zRETURN'', wait for 10 seconds, and fetch something else:
telnet> z Suspended # telnet localhost 1234 Trying ::1... telnet: connect to address ::1: Connection refused Trying 127.0.0.1... Connected to localhost. Escape character is '^]'. GET /courses/2016fa/cs6410/mps/small You got it! Connection closed by foreign host.If you see "You got it!," your program passes the test.
Now try to access the restricted page from your web browser with a URL like
http://128.84.105.XXX:1234/courses/2016fa/cs6410/restricted/. Again, make sure
128.84.105.XXX is the IP address of your Fractus instance running your tcp-proxy, and that you have
authorized access on port 1234 to it.
Next, lower the maximum number of allowed concurrent proxied connections to something like 2, and test by pointing your proxy to fireless.cs.cornell.edu, port 80, just like in the first test. Start by opening 3 telnet connections, but without issuing the
HTTP GET. The third connection should not be accepted. Now issue
GET /small in one of your two connected telnet prompts, and once you received the responce from the server your third connection should be accepted --- HTTP web servers orderly terminate
the connection to indicating that the end of file was reached.
iperf, a benchmarking tool for TCP and UDP protocols. You can checkout this website for more details. Installing
iperfis as easy as running the following commands:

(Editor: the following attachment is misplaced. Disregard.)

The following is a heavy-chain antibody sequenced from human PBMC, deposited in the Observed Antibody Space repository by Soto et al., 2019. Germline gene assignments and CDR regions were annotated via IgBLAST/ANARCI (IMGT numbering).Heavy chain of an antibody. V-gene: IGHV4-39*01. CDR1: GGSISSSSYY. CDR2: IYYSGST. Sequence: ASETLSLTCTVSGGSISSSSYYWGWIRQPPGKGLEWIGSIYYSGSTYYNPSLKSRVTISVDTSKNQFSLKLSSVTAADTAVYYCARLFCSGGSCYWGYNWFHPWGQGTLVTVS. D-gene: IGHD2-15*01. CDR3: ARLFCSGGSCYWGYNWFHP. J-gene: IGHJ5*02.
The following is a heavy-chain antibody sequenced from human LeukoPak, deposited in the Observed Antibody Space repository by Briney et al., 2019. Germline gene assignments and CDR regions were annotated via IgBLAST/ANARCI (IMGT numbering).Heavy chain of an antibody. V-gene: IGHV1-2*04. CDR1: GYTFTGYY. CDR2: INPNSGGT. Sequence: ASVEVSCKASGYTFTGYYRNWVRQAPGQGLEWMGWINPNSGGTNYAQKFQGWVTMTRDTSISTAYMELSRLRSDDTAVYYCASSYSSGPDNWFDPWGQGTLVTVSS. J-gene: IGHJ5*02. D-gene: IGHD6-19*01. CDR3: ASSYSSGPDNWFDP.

# apt-get update # apt-get install -y iperfStart the
# iperf -s -p 5001And then in another terminal of your VM, start your TCP proxy:
# ./tcp-proxy localhost 5001 80Now open another terminal, start the
iperfclient and test the performance:
# iperf -c localhost -p 80 -t 10 -P <thread_number>An example with 4 threads:
# iperf -c localhost -p 80 -t 10 -P 4 ------------------------------------------------------------ Client connecting to localhost, TCP port 80 TCP window size: 648 KByte (default) ------------------------------------------------------------ [ 6] local 127.0.0.1 port 50190 connected with 127.0.0.1 port 80 [ 5] local 127.0.0.1 port 50188 connected with 127.0.0.1 port 80 [ 4] local 127.0.0.1 port 50186 connected with 127.0.0.1 port 80 [ 3] local 127.0.0.1 port 50184 connected with 127.0.0.1 port 80 [ ID] Interval Transfer Bandwidth [ 6] 0.0-10.0 sec 10.2 GBytes 8.73 Gbits/sec [ 5] 0.0-10.0 sec 10.6 GBytes 9.14 Gbits/sec [ 4] 0.0-10.0 sec 10.9 GBytes 9.36 Gbits/sec [ 3] 0.0-10.0 sec 10.7 GBytes 9.23 Gbits/sec [SUM] 0.0-10.0 sec 42.4 GBytes 36.5 Gbits/secOn the server side, we can see this output: